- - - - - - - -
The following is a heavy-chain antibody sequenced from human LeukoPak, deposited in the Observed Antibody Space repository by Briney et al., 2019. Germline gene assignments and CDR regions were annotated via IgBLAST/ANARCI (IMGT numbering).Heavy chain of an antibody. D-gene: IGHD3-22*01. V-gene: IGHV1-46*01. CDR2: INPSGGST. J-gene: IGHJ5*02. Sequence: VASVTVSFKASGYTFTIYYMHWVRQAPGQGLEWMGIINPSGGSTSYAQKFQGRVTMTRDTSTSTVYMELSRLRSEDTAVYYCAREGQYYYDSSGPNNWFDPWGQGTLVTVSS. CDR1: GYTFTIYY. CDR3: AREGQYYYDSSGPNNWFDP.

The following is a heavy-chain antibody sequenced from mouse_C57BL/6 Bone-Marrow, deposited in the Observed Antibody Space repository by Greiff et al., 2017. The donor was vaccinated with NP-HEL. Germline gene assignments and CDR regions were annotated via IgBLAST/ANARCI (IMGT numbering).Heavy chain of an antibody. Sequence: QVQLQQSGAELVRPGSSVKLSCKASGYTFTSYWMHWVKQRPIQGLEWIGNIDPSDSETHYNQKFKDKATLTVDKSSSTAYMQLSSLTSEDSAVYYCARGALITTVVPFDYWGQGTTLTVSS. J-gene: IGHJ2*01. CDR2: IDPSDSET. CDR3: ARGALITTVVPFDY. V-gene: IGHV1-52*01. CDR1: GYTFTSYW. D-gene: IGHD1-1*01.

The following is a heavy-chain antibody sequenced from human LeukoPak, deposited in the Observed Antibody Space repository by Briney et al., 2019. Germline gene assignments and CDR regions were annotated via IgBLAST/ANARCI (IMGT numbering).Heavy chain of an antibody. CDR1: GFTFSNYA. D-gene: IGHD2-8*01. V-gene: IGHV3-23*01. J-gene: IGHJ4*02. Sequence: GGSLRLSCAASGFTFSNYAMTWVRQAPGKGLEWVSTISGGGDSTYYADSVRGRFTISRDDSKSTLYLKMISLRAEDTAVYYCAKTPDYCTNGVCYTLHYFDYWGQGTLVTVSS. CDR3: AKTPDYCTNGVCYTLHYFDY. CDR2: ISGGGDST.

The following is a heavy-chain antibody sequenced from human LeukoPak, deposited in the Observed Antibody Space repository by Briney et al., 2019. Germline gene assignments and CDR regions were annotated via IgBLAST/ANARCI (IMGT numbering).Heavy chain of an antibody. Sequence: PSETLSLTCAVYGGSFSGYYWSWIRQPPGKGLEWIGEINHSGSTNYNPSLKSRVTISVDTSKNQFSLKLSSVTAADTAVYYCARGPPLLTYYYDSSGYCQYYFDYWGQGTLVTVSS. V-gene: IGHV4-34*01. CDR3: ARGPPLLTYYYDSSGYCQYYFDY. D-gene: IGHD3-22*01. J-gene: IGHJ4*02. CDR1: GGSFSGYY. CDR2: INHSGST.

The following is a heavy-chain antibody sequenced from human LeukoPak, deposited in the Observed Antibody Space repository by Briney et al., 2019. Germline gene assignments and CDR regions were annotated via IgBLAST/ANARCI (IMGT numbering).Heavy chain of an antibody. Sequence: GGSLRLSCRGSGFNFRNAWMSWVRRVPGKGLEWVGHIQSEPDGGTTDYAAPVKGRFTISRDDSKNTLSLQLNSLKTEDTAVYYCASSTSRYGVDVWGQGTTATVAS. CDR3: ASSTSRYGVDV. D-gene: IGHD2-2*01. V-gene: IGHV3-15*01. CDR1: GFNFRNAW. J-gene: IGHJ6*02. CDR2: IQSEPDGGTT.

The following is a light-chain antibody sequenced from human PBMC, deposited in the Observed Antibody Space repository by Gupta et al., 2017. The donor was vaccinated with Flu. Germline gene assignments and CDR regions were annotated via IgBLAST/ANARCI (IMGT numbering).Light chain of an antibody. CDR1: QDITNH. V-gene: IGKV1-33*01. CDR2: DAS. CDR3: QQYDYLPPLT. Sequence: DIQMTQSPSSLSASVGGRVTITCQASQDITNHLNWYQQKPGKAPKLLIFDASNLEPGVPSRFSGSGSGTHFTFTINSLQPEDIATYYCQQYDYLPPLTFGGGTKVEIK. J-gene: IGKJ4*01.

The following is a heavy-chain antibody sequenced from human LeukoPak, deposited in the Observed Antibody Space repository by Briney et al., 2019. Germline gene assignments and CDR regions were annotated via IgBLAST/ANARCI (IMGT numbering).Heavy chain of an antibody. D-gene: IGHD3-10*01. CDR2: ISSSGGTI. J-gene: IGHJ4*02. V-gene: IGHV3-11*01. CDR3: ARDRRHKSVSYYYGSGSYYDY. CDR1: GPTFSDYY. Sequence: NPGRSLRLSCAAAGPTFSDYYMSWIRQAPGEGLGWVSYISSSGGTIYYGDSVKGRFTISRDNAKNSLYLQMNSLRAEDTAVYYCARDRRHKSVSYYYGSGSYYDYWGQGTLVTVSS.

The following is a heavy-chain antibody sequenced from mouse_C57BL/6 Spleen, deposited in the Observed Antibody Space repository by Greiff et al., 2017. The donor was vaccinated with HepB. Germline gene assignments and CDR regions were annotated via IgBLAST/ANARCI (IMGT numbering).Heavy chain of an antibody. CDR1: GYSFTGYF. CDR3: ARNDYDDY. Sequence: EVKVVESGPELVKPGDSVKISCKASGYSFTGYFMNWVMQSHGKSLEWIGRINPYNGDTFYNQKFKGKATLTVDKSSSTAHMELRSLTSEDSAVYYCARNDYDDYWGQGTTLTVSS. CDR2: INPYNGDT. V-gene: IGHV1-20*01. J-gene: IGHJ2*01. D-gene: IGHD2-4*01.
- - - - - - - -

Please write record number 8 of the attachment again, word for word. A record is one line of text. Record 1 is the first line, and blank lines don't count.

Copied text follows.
The following is a heavy-chain antibody sequenced from mouse_C57BL/6 Spleen, deposited in the Observed Antibody Space repository by Greiff et al., 2017. The donor was vaccinated with HepB. Germline gene assignments and CDR regions were annotated via IgBLAST/ANARCI (IMGT numbering).Heavy chain of an antibody. CDR1: GYSFTGYF. CDR3: ARNDYDDY. Sequence: EVKVVESGPELVKPGDSVKISCKASGYSFTGYFMNWVMQSHGKSLEWIGRINPYNGDTFYNQKFKGKATLTVDKSSSTAHMELRSLTSEDSAVYYCARNDYDDYWGQGTTLTVSS. CDR2: INPYNGDT. V-gene: IGHV1-20*01. J-gene: IGHJ2*01. D-gene: IGHD2-4*01.